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The great Irish comedian Dylan Moran once joked that the American method of imperialism is to first occupy a country and then, when the natives begin to object, ‘slowly build a Starbucks around them, until they themselves become Americans’.

One can treat this observation seriously in cases like that of Kuwait – which today resembles a militarised shopping mall, the natives happily spending as much time at McDonalds as they do at the mosque. In the burgeoning democratic state of Afghanistan too, American businesses are springing up at a lively rate, and in response the locals are steadily – in conformity with Moran’s theory – become more Westernised and less keen on violence.

But is it this simple really?

In a way, yes. Yes it is.

I have long treated the idea that Neoconservative policy in the Middle East failed because it didn’t take into account the local love for traditional life – specifically for religious life – with contempt. The truth is more likely that Neoconservative policy took too much care to tread lightly around these issues.

As many have pointed out, democracy in-itself has a neutral value. It can be good, and it can be bad, depending on the people voting. In Iraq, democracy was established on a wing and a prayer – a hope that Iraqis already knew that Western living was superior to their own.

But they didn’t ‘know’ this.

They hadn’t any experience of modernity. To the average Iraqi in 2003, it was a self-evident truth that free social mixing of the sexes led to rape, homosexuality and grievous sin. This is all he knew. He wasn’t trying to be radical in believing that. He was simply a product of a closed society, brainwashed to hate the freedoms of the developed world.

In time however, that Iraqi, and millions of other (especially young) citizens of the Middle East can be shown that modernity is not the moral nightmare that they have been told it is, and that personal liberty – to date who one wants to, to marry who one loves, and – crucially – to choose or change ones own religion and moral convictions, is the basis of a happy life and prosperous society.

Neoconservatism failed in its promise, its main goal – which was to snatch millions of gifted people from a 13th century prison and replant them in a 21st century environment.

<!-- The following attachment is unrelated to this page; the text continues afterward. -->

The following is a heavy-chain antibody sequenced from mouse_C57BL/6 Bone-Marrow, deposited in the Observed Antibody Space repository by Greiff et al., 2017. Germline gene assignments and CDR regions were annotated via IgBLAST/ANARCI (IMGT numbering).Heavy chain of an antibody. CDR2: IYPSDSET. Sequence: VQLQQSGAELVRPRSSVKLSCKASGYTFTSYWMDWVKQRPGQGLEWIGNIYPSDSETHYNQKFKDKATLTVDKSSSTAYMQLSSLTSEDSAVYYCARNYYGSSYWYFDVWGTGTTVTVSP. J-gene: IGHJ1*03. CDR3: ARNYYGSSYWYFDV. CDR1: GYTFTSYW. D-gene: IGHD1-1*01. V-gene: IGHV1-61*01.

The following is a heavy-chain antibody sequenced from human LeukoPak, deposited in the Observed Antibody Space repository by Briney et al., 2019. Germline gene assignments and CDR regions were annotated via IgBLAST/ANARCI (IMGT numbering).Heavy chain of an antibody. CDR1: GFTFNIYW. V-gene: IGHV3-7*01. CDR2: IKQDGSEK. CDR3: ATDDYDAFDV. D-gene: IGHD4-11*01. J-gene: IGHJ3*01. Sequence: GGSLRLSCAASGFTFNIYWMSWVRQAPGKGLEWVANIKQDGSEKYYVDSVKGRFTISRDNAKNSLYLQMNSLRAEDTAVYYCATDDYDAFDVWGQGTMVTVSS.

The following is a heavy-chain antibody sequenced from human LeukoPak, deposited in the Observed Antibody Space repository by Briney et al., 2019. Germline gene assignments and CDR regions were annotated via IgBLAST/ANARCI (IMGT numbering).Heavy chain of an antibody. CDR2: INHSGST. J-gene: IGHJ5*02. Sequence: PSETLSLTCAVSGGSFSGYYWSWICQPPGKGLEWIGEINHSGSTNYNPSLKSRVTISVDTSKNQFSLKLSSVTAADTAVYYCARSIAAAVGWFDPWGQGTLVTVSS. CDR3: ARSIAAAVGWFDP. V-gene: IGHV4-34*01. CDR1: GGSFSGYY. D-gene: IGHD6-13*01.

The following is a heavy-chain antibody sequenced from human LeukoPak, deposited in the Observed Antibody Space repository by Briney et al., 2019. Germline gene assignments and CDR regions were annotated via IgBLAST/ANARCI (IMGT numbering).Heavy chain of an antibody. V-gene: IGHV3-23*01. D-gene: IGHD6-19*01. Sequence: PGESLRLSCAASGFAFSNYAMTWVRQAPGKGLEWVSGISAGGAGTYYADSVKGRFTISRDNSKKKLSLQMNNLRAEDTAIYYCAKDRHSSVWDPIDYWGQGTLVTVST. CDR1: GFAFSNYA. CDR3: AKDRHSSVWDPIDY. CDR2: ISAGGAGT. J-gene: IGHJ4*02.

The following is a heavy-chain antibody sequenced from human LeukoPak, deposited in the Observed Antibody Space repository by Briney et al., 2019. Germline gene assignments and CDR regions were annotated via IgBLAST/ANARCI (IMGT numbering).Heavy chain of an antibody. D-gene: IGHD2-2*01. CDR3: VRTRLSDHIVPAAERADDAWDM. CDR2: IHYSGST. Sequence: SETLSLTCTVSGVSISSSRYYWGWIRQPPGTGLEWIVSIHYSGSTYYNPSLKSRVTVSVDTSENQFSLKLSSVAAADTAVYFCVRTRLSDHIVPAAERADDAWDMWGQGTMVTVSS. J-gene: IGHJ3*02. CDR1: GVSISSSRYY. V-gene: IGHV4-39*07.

And it could have been done. It could still be done. But only when we cease ‘respecting’ barbaric virtues in Islamic countries by calling them ‘tradition’ – and instead make war on them, for their sake and ours.

An ideal Neoconservative policy – one which could rescue the movement entirely – would go something like this:

Say America was attacked again by al-Qaeda, and the world again rallied behind it. But this time instead of wading through the diplomatic mud at the UN, the US resolved to do something unannounced and spectacular with a view to the long-term.

Imagine if – without warning – US marines invaded a small Muslim country like Tunisia, and secured under occupation one half of the nation’s territory. Imagine if they announced that this part of Tunisia was now a protectorate of Nato, abolished all local government and declared the area would hereby be subject to the values of the US constitution. Then say the marines demolished (physically and judicially) the Islamic institutions responsible for the repression of women in that area, and made free inter-mixing of the sexes not only legal but promoted in law.

After a few months of enforced partition, the locals would be given a choice between living in the newly constructed modern half, or the half which has not been blemished by Western control. All are free to stay in the new state, but only on the condition that they acknowledge that modernity is superior to backwardness. Any excessive religious behaviour will result in deportation to the Eastern half, so that eventually, the dross settle on one side, and the…..erm..

Er…Yeah maybe it wouldn’t work.

I am only half-serious with this. But whatever it takes – Muslims must be forced to make a choice. Piety and poverty – or modernity and happiness. This is what they are still wrestling with, and because they can’t decide one way or another they are coming to the West in droves trying to undermine modernity and eliminate the need to choose.

They must understand that modernity is going nowhere and that it is they who must change.

D, LDN

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